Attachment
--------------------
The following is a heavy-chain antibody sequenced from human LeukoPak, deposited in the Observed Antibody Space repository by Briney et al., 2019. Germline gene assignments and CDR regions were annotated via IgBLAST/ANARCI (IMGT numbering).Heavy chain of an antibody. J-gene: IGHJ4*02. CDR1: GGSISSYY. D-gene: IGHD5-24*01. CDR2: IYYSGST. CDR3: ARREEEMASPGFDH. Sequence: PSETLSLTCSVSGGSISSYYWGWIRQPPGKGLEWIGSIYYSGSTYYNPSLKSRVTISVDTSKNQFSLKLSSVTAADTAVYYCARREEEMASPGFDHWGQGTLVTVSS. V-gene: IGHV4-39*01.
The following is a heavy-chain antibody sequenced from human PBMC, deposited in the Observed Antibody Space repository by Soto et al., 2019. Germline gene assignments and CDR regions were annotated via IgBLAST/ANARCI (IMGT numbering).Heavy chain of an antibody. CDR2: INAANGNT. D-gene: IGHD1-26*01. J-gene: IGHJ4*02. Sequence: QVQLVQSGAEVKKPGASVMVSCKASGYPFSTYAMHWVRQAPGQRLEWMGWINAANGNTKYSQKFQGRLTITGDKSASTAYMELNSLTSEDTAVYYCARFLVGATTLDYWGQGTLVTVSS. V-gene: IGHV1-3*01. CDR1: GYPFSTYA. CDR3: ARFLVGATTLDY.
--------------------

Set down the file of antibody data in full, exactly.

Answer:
The following is a heavy-chain antibody sequenced from human LeukoPak, deposited in the Observed Antibody Space repository by Briney et al., 2019. Germline gene assignments and CDR regions were annotated via IgBLAST/ANARCI (IMGT numbering).Heavy chain of an antibody. J-gene: IGHJ4*02. CDR1: GGSISSYY. D-gene: IGHD5-24*01. CDR2: IYYSGST. CDR3: ARREEEMASPGFDH. Sequence: PSETLSLTCSVSGGSISSYYWGWIRQPPGKGLEWIGSIYYSGSTYYNPSLKSRVTISVDTSKNQFSLKLSSVTAADTAVYYCARREEEMASPGFDHWGQGTLVTVSS. V-gene: IGHV4-39*01.
The following is a heavy-chain antibody sequenced from human PBMC, deposited in the Observed Antibody Space repository by Soto et al., 2019. Germline gene assignments and CDR regions were annotated via IgBLAST/ANARCI (IMGT numbering).Heavy chain of an antibody. CDR2: INAANGNT. D-gene: IGHD1-26*01. J-gene: IGHJ4*02. Sequence: QVQLVQSGAEVKKPGASVMVSCKASGYPFSTYAMHWVRQAPGQRLEWMGWINAANGNTKYSQKFQGRLTITGDKSASTAYMELNSLTSEDTAVYYCARFLVGATTLDYWGQGTLVTVSS. V-gene: IGHV1-3*01. CDR1: GYPFSTYA. CDR3: ARFLVGATTLDY.